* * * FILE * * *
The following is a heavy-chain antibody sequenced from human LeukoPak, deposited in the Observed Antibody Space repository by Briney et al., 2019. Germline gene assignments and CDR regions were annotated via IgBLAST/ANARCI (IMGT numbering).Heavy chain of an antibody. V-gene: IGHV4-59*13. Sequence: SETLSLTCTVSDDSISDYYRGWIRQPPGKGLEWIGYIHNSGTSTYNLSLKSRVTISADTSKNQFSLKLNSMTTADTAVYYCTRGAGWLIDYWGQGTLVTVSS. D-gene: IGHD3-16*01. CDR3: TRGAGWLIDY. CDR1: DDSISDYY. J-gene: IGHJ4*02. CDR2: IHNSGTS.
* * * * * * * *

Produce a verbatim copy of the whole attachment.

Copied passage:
The following is a heavy-chain antibody sequenced from human LeukoPak, deposited in the Observed Antibody Space repository by Briney et al., 2019. Germline gene assignments and CDR regions were annotated via IgBLAST/ANARCI (IMGT numbering).Heavy chain of an antibody. V-gene: IGHV4-59*13. Sequence: SETLSLTCTVSDDSISDYYRGWIRQPPGKGLEWIGYIHNSGTSTYNLSLKSRVTISADTSKNQFSLKLNSMTTADTAVYYCTRGAGWLIDYWGQGTLVTVSS. D-gene: IGHD3-16*01. CDR3: TRGAGWLIDY. CDR1: DDSISDYY. J-gene: IGHJ4*02. CDR2: IHNSGTS.